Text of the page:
The difference between artificial neural network and human neural network?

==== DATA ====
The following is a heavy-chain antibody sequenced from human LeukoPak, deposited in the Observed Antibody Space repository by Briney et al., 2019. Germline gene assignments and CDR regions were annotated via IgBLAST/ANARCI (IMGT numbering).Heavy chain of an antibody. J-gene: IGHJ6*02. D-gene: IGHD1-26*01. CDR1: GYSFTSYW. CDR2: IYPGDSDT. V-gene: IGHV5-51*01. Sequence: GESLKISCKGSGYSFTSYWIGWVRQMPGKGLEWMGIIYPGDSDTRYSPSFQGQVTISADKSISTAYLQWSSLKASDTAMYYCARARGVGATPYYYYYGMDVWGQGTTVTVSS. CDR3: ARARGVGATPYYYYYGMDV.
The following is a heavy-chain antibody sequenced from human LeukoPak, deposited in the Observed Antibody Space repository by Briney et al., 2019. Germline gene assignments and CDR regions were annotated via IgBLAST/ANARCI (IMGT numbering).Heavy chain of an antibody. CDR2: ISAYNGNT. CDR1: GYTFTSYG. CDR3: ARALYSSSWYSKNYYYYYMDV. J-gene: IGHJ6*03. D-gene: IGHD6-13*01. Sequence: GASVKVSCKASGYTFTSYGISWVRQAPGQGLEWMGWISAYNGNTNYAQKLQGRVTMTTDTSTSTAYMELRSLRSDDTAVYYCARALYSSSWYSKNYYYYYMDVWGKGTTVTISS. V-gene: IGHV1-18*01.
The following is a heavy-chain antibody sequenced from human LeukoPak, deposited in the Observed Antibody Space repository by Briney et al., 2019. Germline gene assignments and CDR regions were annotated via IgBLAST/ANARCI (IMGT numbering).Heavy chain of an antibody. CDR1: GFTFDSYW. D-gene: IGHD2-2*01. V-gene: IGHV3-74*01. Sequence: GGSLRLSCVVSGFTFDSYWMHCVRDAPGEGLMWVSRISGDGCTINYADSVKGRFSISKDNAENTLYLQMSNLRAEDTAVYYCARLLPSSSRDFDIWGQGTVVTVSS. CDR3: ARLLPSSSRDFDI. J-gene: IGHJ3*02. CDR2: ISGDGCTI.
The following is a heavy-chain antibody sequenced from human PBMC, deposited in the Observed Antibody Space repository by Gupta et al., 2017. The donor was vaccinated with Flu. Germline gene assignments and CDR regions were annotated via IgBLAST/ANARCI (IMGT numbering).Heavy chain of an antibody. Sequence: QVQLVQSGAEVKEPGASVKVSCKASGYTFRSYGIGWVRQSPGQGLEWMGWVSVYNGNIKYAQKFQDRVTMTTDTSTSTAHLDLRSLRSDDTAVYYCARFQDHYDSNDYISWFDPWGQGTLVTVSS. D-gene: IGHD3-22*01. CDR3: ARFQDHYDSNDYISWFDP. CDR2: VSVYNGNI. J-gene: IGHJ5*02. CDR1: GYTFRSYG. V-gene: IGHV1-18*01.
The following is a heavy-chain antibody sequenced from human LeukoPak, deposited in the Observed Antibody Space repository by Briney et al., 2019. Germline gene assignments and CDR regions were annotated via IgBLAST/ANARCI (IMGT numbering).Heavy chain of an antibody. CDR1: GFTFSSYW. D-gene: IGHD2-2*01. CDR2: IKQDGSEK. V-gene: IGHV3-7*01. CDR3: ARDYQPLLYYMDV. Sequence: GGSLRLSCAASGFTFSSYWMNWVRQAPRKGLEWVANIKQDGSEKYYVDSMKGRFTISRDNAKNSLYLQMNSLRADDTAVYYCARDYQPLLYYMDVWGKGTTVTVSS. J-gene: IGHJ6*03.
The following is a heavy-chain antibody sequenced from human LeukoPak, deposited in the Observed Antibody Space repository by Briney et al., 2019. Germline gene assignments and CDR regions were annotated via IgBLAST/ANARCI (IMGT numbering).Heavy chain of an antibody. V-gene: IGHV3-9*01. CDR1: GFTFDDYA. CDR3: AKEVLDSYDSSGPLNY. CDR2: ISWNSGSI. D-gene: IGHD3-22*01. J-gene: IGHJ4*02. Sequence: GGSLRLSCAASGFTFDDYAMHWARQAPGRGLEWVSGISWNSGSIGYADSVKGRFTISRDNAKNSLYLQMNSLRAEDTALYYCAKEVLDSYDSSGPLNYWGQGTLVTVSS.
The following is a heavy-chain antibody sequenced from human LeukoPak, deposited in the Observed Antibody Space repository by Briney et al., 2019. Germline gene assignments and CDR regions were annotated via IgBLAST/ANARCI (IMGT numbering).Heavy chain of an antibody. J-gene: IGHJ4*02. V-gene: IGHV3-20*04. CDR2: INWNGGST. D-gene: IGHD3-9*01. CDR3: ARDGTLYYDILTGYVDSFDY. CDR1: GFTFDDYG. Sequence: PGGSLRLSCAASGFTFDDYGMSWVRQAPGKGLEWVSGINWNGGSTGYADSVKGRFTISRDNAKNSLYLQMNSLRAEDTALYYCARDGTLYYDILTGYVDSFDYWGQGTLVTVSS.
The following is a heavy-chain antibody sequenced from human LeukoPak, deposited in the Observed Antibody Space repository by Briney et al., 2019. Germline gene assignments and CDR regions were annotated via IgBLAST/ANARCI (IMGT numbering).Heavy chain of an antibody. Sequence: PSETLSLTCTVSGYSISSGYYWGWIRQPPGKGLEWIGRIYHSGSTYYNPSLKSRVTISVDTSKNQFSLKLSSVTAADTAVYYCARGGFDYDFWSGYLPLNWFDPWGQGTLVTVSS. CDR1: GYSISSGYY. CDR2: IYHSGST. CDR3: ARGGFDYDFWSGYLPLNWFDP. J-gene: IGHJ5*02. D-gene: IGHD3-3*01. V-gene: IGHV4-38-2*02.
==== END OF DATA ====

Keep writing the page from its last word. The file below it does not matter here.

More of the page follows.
Difference # 1: Brains are analogue; computers are digital It's easy to think that neurons are essentially binary, given that they fire an action potential if they reach a certain threshold, and otherwise do not fire. This superficial similarity to digital "1′s and 0′s" belies a wide variety of continuous and non-linear processes that directly influence neuronal processing. For example, one of the primary mechanisms of information transmission appears to be the rateat which neurons fire - an essentially continuous variable. Similarly, networks of neurons can fire in relative synchrony or in relative disarray; this coherence affects the strength of the signals received by downstream neurons. Finally, inside each and every neuron is a leaky integrator circuit, composed of a variety of ion channels and continuously fluctuating membrane potentials. Failure to recognize these important subtleties may have contributed to Minksy & Papert's infamous mischaracterization of perceptrons, a neural network without an intermediate layer between input and output. In linear networks, any function computed by a 3-layer network can also be computed by a suitably rearranged 2-layer network. In other words, combinations of multiple linear functions can be modeled precisely by just a single linear function. Since their simple 2-layer networks could not solve many important problems, Minksy & Papert reasoned that that larger networks also could not. In contrast, the computations performed by more realistic (i.e., nonlinear) networks are highly dependent on the number of layers - thus, "perceptrons" grossly underestimate the computational power of neural networks. Difference # 2: The brain uses content-addressable memory In computers, information in memory is accessed by polling its precise memory address. This is known as byte-addressable memory. In contrast, the brain uses content-addressable memory, such that information can be accessed in memory through "spreading activation" from closely related concepts. For example, thinking of the word "fox" may automatically spread activation to memories related to other clever animals, fox-hunting horseback riders, or attractive members of the opposite sex. The end result is that your brain has a kind of "built-in Google," in which just a few cues (key words) are enough to cause a full memory to be retrieved. Of course, similar things can be done in computers, mostly by building massive indices of stored data, which then also need to be stored and searched through for the relevant information (incidentally, this is pretty much what Google does, with a few twists). Although this may seem like a rather minor difference between computers and brains, it has profound effects on neural computation. For example, a lasting debate in cognitive psychology concerned whether information is lost from memory because of simply decay or because of interference from other information. In retrospect, this debate is partially based on the false asssumption that these two possibilities are dissociable, as they can be in computers. Many are now realizing that this debate represents a false dichotomy. Difference # 3: The brain is a massively parallel machine; computers are modular and serial An unfortunate legacy of the brain-computer metaphor is the tendency for cognitive psychologists to seek out modularity in the brain. For example, the idea that computers require memory has lead some to seek for the "memory area," when in fact these distinctions are far more messy. One consequence of this over-simplification is that we are only now learning that "memory" regions (such as the hippocampus) are also important for imagination, therepresentation of novel goals, spatial navigation, and other diverse functions. Similarly, one could imagine there being a "language module" in the brain, as there might be in computers with natural language processing programs. Cognitive psychologists even claimed to have found this module, based on patients with damage to a region of the brain known as Broca's area. More recent evidence has shown that language too is computed by widely distributed and domain-general neural circuits, and Broca's area may also be involved in other computations (see here for more on this). Difference # 4: Processing speed is not fixed in the brain; there is no system clock The speed of neural information processing is subject to a variety of constraints, including the time for electrochemical signals to traverse axons and dendrites, axonal myelination, the diffusion time of neurotransmitters across the synaptic cleft, differences in synaptic efficacy, the coherence of neural firing, the current availability of neurotransmitters, and the prior history of neuronal firing. Although there are individual differences in something psychometricians call "processing speed," this does not reflect a monolithic or unitary construct, and certainly nothing as concrete as the speed of a microprocessor. Instead, psychometric "processing speed" probably indexes a heterogenous combination of all the speed constraints mentioned above. Similarly, there does not appear to be any central clock in the brain, and there is debate as to how clock-like the brain's time-keeping devices actually are. To use just one example, the cerebellum is often thought to calculate information involving precise timing, as required for delicate motor movements; however, recent evidence suggests that time-keeping in the brain bears more similarity to ripples on a pond than to a standard digital clock. Difference # 5 - Short-term memory is not like RAM Although the apparent similarities between RAM and short-term or "working" memory emboldened many early cognitive psychologists, a closer examination reveals strikingly important differences. Although RAM and short-term memory both seem to require power (sustained neuronal firing in the case of short-term memory, and electricity in the case of RAM), short-term memory seems to hold only "pointers" to long term memory whereas RAM holds data that is isomorphic to that being held on the hard disk. (See here for more about "attentional pointers" in short term memory). Unlike RAM, the capacity limit of short-term memory is not fixed; the capacity of short-term memory seems to fluctuate with differences in "processing speed" (see Difference #4) as well as with expertise and familiarity. Difference # 6: No hardware/software distinction can be made with respect to the brain or mind For years it was tempting to imagine that the brain was the hardware on which a "mind program" or "mind software" is executing. This gave rise to a variety of abstract program-like models of cognition, in which the details of how the brain actually executed those programs was considered irrelevant, in the same way that a Java program can accomplish the same function as a C++ program. Unfortunately, this appealing hardware/software distinction obscures an important fact: the mind emerges directly from the brain, and changes in the mind are always accompanied by changes in the brain. Any abstract information processing account of cognition will always need to specify how neuronal architecture can implement those processes - otherwise, cognitive modeling is grossly underconstrained. Some blame this misunderstanding for the infamous failure of "symbolic AI." Difference # 7: Synapses are far more complex than electrical logic gates Another pernicious feature of the brain-computer metaphor is that it seems to suggest that brains might also operate on the basis of electrical signals (action potentials) traveling along individual logical gates. Unfortunately, this is only half true. The signals which are propagated along axons are actually electrochemical in nature, meaning that they travel much more slowly than electrical signals in a computer, and that they can be modulated in myriad ways. For example, signal transmission is dependent not only on the putative "logical gates" of synaptic architecture but also by the presence of a variety of chemicals in the synaptic cleft, the relative distance between synapse and dendrites, and many other factors. This adds to the complexity of the processing taking place at each synapse - and it is therefore profoundly wrong to think that neurons function merely as transistors. Difference #8: Unlike computers, processing and memory are performed by the same components in the brain Computers process information from memory using CPUs, and then write the results of that processing back to memory. No such distinction exists in the brain. As neurons process information they are also modifying their synapses - which are themselves the substrate of memory. As a result, retrieval from memory always slightly alters those memories (usually making them stronger, but sometimes making them less accurate - see here for more on this). Difference # 9: The brain is a self-organizing system This point follows naturally from the previous point - experience profoundly and directly shapes the nature of neural information processing in a way that simply does not happen in traditional microprocessors. For example, the brain is a self-repairing circuit - something known as "trauma-induced plasticity" kicks in after injury. This can lead to a variety of interesting changes, including some that seem to unlock unused potential in the brain (known as acquired savantism), and others that can result in profound cognitive dysfunction (as is unfortunately far more typical in traumatic brain injury and developmental disorders). One consequence of failing to recognize this difference has been in the field of neuropsychology, where the cognitive performance of brain-damaged patients is examined to determine the computational function of the damaged region. Unfortunately, because of the poorly-understood nature of trauma-induced plasticity, the logic cannot be so straightforward. Similar problems underlie work on developmental disorders and the emerging field of "cognitive genetics", in which the consequences of neural self-organization are frequently neglected . Difference # 10: Brains have bodies This is not as trivial as it might seem: it turns out that the brain takes surprising advantage of the fact that it has a body at its disposal. For example, despite your intuitive feeling that you could close your eyes and know the locations of objects around you, a series of experiments in the field of change blindness has shown that our visual memories are actually quite sparse. In this case, the brain is "offloading" its memory requirements to the environment in which it exists: why bother remembering the location of objects when a quick glance will suffice? A surprising set ofexperiments by Jeremy Wolfe has shown that even after being asked hundreds of times which simple geometrical shapes are displayed on a computer screen, human subjects continue to answer those questions by gaze rather than rote memory. A wide variety of evidence from other domains suggests that we are only beginning to understand the importance of embodiment in information processing. Bonus Difference: The brain is much, much bigger than any [current] computer Accurate biological models of the brain would have to include some 225,000,000,000,000,000 (225 million billion) interactions between cell types, neurotransmitters, neuromodulators, axonal branches and dendritic spines, and that doesn't include the influences of dendritic geometry, or the approximately 1 trillion glial cells which may or may not be important for neural information processing. Because the brain is nonlinear, and because it is so much larger than all current computers, it seems likely that it functions in a completely different fashion. (See here for more on this.) The brain-computer metaphor obscures this important, though perhaps obvious, difference in raw computational power.